Kadidia Samassekou’s Story: From Mali to Macomb

William Turkington, Courier Staff

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Four airplane rides and 5,550 miles away lies Mali’s capital city of Bamako, the birthplace of a proud Leatherneck by the name of Kadidia Samassekou.

Samassekou is fluent in English, French and Bambara, which is a local dialect. She first got to put her English skills to use in America when she came to the states for an exchange program in junior high at Colorado’s CIVA Charter High School.

“The first three months were a little hard,” Samassekou said. “It was my first time being away from my family for so long.” The high school she attended was small in size. So small that everyone was familiar with one another, which suited Samassekou. “I always say that CIVA is my first American family,” Samassekou said. “That’s part of the reason why I wanted to come back to the US for college.”

Samassekou thoroughly enjoyed Colorado and all its quirkiness when it came to its bizarre weather patterns and wildlife.

“The weather was very weird. I experienced rain, snow and then sun within two hours. That’s something I would never see in Mali,” Samassekou said. “I have also seen bears walking down the streets. That was pretty shocking.”

Samassekou’s older brother was the one who helped her in her decision to choose Western. He had a friend who majored in chemistry at Western, same as Samassekou, and enjoyed her time here very much.

“The education system here suits me well,” said Samassekou. “I like doing things on my own and asking professors for help when needed.”

Besides being away from family, Samassekou said that the lack of African food in Macomb is one of the hardest parts about going to school in America. She lives off-campus now and can use packaged spices to cook food more preferable to her taste buds, which was often not the case in the dorms.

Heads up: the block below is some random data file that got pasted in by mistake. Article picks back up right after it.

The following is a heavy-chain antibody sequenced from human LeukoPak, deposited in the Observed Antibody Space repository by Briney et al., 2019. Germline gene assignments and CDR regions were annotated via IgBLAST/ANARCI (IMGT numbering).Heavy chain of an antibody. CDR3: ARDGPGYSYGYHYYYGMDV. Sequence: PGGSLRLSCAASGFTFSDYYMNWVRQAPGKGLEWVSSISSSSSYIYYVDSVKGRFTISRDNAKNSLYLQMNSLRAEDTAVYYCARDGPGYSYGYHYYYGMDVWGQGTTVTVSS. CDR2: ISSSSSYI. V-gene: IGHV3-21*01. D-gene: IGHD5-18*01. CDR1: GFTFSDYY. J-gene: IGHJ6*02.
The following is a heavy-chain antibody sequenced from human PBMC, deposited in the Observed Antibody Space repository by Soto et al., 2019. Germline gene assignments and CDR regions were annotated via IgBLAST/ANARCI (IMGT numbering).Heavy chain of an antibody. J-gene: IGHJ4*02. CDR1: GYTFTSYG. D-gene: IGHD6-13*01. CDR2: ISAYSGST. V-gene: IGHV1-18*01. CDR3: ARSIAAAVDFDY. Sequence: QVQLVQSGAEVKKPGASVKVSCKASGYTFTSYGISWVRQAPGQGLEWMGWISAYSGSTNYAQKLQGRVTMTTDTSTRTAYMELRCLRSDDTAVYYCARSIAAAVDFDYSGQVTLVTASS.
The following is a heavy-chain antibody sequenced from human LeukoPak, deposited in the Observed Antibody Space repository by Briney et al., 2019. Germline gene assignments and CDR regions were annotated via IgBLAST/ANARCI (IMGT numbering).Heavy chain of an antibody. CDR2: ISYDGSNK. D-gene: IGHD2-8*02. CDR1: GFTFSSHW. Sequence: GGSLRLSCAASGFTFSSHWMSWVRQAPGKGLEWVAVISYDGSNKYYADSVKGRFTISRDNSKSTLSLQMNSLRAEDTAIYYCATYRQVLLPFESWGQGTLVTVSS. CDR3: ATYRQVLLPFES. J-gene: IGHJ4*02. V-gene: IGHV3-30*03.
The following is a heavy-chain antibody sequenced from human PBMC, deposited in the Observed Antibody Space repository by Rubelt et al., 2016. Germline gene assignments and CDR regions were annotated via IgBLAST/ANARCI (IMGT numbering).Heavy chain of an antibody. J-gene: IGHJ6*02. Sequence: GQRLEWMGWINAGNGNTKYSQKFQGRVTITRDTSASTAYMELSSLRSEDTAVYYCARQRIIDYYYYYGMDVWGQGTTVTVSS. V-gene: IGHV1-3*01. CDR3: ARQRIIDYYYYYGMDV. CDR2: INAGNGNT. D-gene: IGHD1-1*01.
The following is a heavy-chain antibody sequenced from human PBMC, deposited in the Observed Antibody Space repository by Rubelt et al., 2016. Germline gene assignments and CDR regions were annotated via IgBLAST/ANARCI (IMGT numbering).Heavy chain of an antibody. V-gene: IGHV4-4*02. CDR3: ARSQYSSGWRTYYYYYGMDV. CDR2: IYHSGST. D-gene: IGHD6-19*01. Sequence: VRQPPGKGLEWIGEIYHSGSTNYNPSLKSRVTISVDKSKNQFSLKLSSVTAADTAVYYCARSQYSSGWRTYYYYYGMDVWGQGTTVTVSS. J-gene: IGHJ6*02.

However, there are some American dishes that Samassekou is quite fond of. “My favorite American dish is meatloaf with baked potatoes,” Samassekou said. “I had that when I was at Paula’s one night. It was delicious.”

The Paula she’s referring to is Paula Rhodes, Samassekou’s host parent in the international neighboring program that Western provides. It pairs up an international student with a local family in the community so that they can feel more at home, become familiar with American customs and have somebody they can go to for help if they need it.

“Participating in the international neighboring program is one of the best decisions I have made,” Samassekou said.

Rhodes took Samassekou to her first football game in America and taught her the rules. The pair have also volunteered together and attended events like the festival of trees, the Altrusa bazaar, the kid’s circus and the steel band concert together.

“She is always there for me,” Samassekou said. “Whenever I need something or I feel a little homesick, I know that I can count on her. She has been a great support and the best part of my experience in Macomb.”

Samassekou got her bachelor in biochemistry with a minor in microbiology here at Western. She’s currently pursuing a master’s degree in chemistry at Western as well. She intends on doing a PhD in environmental chemistry but has not yet chosen a school to do so at.

“I chose environmental chemistry because I want to contribute to the well-being of the people,” said Samassekou. “Water treatment and electrochemical energy storage are the areas that interest me the most.”

After she acquires her PhD, Samassekou plans on staying in America for a few years to get valuable job experience before returning home to Mali. “I need to give back to my country” Samassekou said.

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